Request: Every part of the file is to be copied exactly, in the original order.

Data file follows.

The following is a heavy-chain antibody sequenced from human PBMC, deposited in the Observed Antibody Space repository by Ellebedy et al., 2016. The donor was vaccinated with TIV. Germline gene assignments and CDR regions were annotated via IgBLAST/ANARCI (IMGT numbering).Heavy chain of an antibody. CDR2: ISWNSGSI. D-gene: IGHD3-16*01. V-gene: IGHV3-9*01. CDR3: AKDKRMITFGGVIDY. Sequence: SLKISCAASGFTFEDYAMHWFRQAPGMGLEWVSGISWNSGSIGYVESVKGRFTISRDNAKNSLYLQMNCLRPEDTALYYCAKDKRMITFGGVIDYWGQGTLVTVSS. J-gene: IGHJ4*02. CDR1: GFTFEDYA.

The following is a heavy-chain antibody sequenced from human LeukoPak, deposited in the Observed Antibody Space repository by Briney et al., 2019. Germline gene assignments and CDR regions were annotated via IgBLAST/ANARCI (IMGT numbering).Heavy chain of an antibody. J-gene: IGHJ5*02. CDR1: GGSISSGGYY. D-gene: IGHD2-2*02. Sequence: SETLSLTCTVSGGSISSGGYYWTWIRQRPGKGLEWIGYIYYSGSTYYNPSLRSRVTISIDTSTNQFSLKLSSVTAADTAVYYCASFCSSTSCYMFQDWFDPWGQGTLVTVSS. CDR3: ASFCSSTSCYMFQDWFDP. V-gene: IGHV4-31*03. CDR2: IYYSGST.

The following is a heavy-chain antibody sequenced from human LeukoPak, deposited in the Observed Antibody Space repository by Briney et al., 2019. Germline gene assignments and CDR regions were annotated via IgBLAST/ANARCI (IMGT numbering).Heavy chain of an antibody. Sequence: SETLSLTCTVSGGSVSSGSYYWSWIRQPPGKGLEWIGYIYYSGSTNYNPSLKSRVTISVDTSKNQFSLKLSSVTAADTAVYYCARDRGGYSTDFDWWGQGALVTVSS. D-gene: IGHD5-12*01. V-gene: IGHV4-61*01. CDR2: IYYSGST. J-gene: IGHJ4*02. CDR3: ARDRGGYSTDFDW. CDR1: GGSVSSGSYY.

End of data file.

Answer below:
The following is a heavy-chain antibody sequenced from human PBMC, deposited in the Observed Antibody Space repository by Ellebedy et al., 2016. The donor was vaccinated with TIV. Germline gene assignments and CDR regions were annotated via IgBLAST/ANARCI (IMGT numbering).Heavy chain of an antibody. CDR2: ISWNSGSI. D-gene: IGHD3-16*01. V-gene: IGHV3-9*01. CDR3: AKDKRMITFGGVIDY. Sequence: SLKISCAASGFTFEDYAMHWFRQAPGMGLEWVSGISWNSGSIGYVESVKGRFTISRDNAKNSLYLQMNCLRPEDTALYYCAKDKRMITFGGVIDYWGQGTLVTVSS. J-gene: IGHJ4*02. CDR1: GFTFEDYA.

The following is a heavy-chain antibody sequenced from human LeukoPak, deposited in the Observed Antibody Space repository by Briney et al., 2019. Germline gene assignments and CDR regions were annotated via IgBLAST/ANARCI (IMGT numbering).Heavy chain of an antibody. J-gene: IGHJ5*02. CDR1: GGSISSGGYY. D-gene: IGHD2-2*02. Sequence: SETLSLTCTVSGGSISSGGYYWTWIRQRPGKGLEWIGYIYYSGSTYYNPSLRSRVTISIDTSTNQFSLKLSSVTAADTAVYYCASFCSSTSCYMFQDWFDPWGQGTLVTVSS. CDR3: ASFCSSTSCYMFQDWFDP. V-gene: IGHV4-31*03. CDR2: IYYSGST.

The following is a heavy-chain antibody sequenced from human LeukoPak, deposited in the Observed Antibody Space repository by Briney et al., 2019. Germline gene assignments and CDR regions were annotated via IgBLAST/ANARCI (IMGT numbering).Heavy chain of an antibody. Sequence: SETLSLTCTVSGGSVSSGSYYWSWIRQPPGKGLEWIGYIYYSGSTNYNPSLKSRVTISVDTSKNQFSLKLSSVTAADTAVYYCARDRGGYSTDFDWWGQGALVTVSS. D-gene: IGHD5-12*01. V-gene: IGHV4-61*01. CDR2: IYYSGST. J-gene: IGHJ4*02. CDR3: ARDRGGYSTDFDW. CDR1: GGSVSSGSYY.